While there is no set deadline for this Bill, it's clearly a priority for them and the Bill is widely anticipated to become law in late 2023/early 2024.
What can employers do now?
In a competitive market where recruiting and retaining employees are major challenges, demonstrating your commitment to flexible working is a way to distinguish yourself from the of your competition and position yourself as an employer of choice.
If your organisation can accommodate it, consider getting ahead of the law and making changes to your flexible working policy now rather than later. Don’t have a flexible working policy? Let us draft one for you.
- Raise flexible working at the interview stage with applicants
- Allow employees to submit flexible working requests from Day 1.
- Consider organisational facilitators and barriers to flexible working.
- Work to create a supportive culture in which conversations about flexible working happen regularly and openly.
- Share success stories within the organisation.
- Provide support, guidance and training to managers involved in approving or rejecting requests.
Harassment in the workplace
Harassment at work in all different forms obviously has a significant negative effect on employees but also has a negative impact on workplace culture and productivity. Surveys undertaken have shown it remains widespread and vastly underreported.
Back in 2019 the government launched a consultation on how best to tackle sexual harassment in the workplace. The response was published in July 2021. Proposed changes were originally going to be made via a new Employment Bill, however, that has been parked and instead a Private Members Bill (which is backed by the Government and covers similar ground) is currently working its way through Parliament. It is called the Worker Protection (amendment of Equality Act 2010) Bill.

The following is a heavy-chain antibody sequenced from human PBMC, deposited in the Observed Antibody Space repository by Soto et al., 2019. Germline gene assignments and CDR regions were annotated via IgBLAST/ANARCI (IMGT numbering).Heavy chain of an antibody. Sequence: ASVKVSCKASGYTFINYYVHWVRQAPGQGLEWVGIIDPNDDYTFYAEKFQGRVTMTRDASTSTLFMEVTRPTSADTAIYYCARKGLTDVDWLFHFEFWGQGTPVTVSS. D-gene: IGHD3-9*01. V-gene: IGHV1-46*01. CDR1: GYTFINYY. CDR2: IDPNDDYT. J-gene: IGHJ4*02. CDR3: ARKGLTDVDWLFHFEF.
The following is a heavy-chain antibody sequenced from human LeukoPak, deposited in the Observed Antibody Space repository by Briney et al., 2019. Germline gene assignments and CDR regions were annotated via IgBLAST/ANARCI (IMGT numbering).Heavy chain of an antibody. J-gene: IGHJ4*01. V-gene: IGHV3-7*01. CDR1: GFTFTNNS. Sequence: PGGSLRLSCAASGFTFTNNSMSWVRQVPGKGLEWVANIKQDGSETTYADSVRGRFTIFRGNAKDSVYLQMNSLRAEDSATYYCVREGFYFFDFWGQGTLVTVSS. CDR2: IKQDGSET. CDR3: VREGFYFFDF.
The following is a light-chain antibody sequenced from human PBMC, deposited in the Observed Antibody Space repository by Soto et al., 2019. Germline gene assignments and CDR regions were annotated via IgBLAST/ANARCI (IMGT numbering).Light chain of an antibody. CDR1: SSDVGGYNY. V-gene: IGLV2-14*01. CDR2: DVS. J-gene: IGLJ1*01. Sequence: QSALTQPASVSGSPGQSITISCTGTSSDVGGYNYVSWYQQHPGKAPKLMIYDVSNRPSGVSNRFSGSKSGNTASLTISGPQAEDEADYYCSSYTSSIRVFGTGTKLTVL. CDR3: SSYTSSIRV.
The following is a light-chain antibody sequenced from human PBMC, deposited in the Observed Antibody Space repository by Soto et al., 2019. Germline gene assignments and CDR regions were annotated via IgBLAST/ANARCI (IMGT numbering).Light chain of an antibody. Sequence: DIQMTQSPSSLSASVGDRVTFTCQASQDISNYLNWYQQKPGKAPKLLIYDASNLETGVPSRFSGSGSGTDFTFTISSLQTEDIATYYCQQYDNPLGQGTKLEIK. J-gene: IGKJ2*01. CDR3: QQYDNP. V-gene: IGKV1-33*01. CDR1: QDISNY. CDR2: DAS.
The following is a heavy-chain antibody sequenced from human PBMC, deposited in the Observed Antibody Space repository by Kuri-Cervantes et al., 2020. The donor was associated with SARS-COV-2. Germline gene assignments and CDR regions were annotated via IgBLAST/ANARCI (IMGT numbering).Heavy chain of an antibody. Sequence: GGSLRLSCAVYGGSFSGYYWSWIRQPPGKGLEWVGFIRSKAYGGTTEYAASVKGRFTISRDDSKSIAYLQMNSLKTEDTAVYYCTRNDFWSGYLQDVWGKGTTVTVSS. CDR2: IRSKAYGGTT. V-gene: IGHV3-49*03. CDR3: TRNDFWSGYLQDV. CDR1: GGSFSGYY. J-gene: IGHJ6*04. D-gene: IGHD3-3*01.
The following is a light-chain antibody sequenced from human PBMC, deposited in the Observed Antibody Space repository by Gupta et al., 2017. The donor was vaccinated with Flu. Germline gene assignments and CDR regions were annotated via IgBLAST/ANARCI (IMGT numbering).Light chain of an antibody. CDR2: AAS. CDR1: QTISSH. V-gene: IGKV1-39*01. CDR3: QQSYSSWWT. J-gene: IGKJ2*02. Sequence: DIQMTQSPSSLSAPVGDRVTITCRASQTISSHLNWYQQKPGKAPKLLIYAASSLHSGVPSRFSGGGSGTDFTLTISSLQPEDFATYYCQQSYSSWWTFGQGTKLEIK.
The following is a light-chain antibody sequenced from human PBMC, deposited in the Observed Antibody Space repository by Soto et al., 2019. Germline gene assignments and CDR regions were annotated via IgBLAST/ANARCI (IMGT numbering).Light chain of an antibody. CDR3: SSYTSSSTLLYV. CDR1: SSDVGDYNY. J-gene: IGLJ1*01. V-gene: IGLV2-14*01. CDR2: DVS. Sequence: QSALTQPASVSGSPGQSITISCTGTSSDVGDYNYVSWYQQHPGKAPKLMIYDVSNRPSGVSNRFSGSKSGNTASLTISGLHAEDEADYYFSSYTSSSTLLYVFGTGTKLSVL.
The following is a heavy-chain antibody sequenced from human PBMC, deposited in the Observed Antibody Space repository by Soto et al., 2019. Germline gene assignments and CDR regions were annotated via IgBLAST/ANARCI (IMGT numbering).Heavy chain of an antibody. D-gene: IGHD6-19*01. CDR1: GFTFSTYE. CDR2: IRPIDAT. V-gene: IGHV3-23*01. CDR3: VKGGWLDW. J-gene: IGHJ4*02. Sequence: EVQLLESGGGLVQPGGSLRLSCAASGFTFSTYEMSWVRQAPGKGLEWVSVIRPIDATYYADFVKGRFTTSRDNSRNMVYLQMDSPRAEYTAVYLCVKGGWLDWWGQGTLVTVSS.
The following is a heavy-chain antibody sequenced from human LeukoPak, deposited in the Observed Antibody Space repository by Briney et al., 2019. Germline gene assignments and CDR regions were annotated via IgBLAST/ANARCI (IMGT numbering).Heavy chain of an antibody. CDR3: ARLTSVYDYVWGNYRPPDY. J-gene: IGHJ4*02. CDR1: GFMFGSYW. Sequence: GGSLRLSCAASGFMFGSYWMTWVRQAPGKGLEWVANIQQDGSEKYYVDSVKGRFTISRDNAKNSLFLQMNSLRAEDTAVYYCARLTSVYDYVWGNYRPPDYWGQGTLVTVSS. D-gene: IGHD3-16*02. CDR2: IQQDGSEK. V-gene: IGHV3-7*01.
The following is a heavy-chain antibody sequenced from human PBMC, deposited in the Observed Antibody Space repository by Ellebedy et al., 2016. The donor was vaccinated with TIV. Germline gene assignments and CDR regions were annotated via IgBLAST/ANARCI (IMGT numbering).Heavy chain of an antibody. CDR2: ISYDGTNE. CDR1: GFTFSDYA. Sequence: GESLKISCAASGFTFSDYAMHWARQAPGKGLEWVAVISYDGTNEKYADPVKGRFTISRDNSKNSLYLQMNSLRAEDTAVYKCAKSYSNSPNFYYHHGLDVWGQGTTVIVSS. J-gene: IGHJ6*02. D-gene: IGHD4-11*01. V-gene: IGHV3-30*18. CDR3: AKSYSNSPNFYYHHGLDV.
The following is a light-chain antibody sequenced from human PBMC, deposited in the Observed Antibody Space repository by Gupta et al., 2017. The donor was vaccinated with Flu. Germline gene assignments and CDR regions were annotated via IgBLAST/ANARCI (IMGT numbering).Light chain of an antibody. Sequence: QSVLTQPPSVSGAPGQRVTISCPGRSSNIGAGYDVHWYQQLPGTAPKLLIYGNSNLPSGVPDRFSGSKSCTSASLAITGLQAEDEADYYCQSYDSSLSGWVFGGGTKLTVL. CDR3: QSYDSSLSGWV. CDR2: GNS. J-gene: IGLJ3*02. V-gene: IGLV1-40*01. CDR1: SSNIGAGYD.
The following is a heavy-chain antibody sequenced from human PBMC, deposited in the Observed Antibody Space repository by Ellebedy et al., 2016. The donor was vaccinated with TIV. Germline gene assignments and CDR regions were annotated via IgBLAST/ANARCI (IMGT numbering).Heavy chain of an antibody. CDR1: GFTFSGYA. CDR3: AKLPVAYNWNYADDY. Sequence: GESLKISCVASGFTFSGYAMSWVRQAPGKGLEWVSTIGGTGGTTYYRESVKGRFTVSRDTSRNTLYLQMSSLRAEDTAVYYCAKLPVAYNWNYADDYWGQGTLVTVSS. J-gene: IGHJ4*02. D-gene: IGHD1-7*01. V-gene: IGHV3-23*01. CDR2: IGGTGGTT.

As drafted the Bill makes two key amendments:
- It introduces a new positive duty for employers to prevent sexual harassment in the workplace
- Employers will become liable for harassment of their employees by third parties (for example, clients, cleaners, security, contractors etc)
It's worth mentioning that the Government had originally proposed increasing the time limit to bring a claim of harassment (as well as other claims under the Equality Act) from 3 months to 6 months – however, this does not appear in the Bill.
The new positive duty to prevent sexual harassment
As the law currently stands there is no positive obligation to prevent sexual harassment occurring, and the question of whether employers have taken adequate steps to prevent it only arises as a defence if an incident of sexual harassment has already occurred.
The proposed amends therefore put a specific legal obligation on employers to take all reasonable steps to prevent sexual harassment of their employees in the course of their employment.
The amends are designed to shift the focus towards prevention rather than reaction. This recognises that it's not ok to address matters after the event and instead it requires an employer to play an active role in preventing sexual harassment occurring in the first place. This is a positive step towards instigating wider cultural change and improving work place practices.
To "take all reasonable steps"- What does that mean?